Atop the Publisher Heap
Some observers may recall the deal announced early last month in which Chinese Internet and mobile behemoth Tencent, already a minority owner, acquired the rest of developer Riot Games. According to unconfirmed but seemingly credible reports, the out of pocket cost was nearly $400 million, which put the value of the studio around $475 million. Both amounts are staggering, especially if we consider that the studio had only one major asset, the popular free to play property League of Legends.
If anyone wondered where the money to fuel such an investment came from, Tencent reported its unaudited financial results last week for the last three months of 2010. Total revenue was approximately $834 million, which produced over $334 million in profit. Compared to the same period in 2009, these figures were up about 50 and 44 percent respectively.
Tencent's Internet division accounted for most of this revenue, around $662 million. While full details were not made available, it's clear that the large majority came from games. The major drivers named were a web MMO called Qi Xiong Zheng Ba that launched last August and significant increases for military shooter Cross Fire, the action-oriented Dungeon Fighter and QQ Game, the casual aspect of the company's IM service.
Notably, this brings up the very real possibility that Tencent has become the world's leading online game publisher, taking over the position Blizzard held for quite some time. Indeed, this may even have happened before the quarter in question. What's more, there are no significant reasons to think it will cede this slot any time soon; it's the top dog in what is both the largest national market and still the fastest growing, and there's opportunity aplenty to expand its small operations elsewhere... like in the regions of more interest to this site's readership, North America and Europe.
How likely is such a scenario? Well, it's hard for me to imagine we won't see some more acquisitions. The main question in this respect may be what's out there worth purchasing. Affordability doesn't seem like much of an issue. Not only is Tencent highly profitable, it also has a stock market capitalization in neighborhood of $45 billion. For what it's worth, that's more than double Activision Blizzard's, and roughly nine times EA's. Basically, the company's war chest appears to be filled with more than enough money to buy pretty much any target it's likely to choose.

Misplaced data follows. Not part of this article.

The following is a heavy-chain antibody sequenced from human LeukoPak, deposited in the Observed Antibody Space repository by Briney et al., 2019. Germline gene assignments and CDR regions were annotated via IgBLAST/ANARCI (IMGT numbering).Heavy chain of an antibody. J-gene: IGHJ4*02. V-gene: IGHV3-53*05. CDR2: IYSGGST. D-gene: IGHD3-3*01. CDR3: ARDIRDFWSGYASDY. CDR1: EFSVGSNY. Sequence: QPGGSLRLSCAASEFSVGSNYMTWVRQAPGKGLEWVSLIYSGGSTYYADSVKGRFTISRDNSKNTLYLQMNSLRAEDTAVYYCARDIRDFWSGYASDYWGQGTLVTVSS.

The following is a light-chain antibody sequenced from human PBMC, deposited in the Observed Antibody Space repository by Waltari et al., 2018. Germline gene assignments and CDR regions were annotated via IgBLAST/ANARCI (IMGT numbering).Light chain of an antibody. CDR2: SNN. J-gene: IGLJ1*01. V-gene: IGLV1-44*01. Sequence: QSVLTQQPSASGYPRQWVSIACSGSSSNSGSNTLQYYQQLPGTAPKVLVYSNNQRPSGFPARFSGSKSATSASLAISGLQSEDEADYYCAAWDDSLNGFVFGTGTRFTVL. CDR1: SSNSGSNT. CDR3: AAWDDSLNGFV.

For the past few days, I've been thinking about potential acquisitions. In terms of independent studios, KingsIsle strikes me as an intriguing possibility. Like Riot, it's known for its success with a single property, Wizard101, although it did have an undisclosed project in the works as far back as two or three years ago. I have no idea if the company would be for sale, but it sticks in the back of my mind that its principal has a business background outside games. As such, I wondered if he started up the studio with an exit strategy in mind. If so, the most obvious one could well have been selling.
This led me to think about what other companies might have the same exit strategy. It seems possible, and quite possibly even probable, that a number of the prominent western F2P publishers might be in play, or at least willing to be. A key factor in this line of thinking is the nature of their funding. In particular, I'd suspect those that have received substantial investments of venture capital - as was the case with Riot Games - could be available.
For Tencent or any other major Asian company looking to the west, buying an established publisher could offer some attractive benefits. One would be an instant portfolio of titles, which would mean not having to build market presence and visibility from the ground up. Another would be bypassing the need to build an operating infrastructure from scratch. The past few months have been quite quiet in terms of rumors about possible acquisitions, but it wouldn't shock me if more negotiations that have been percolating out of sight start popping into view as completed deals.
I'm well aware that some people automatically dismiss anything to do with Chinese companies as being "not in my back yard", and thus of no interest. That's their prerogative, and I have no expectation of changing their perspective. However, I can't ignore them. They may not be overly important in our back yard at the moment, but this situation is changing, and I'm very curious to see how much the market landscape will differ a year or two from now.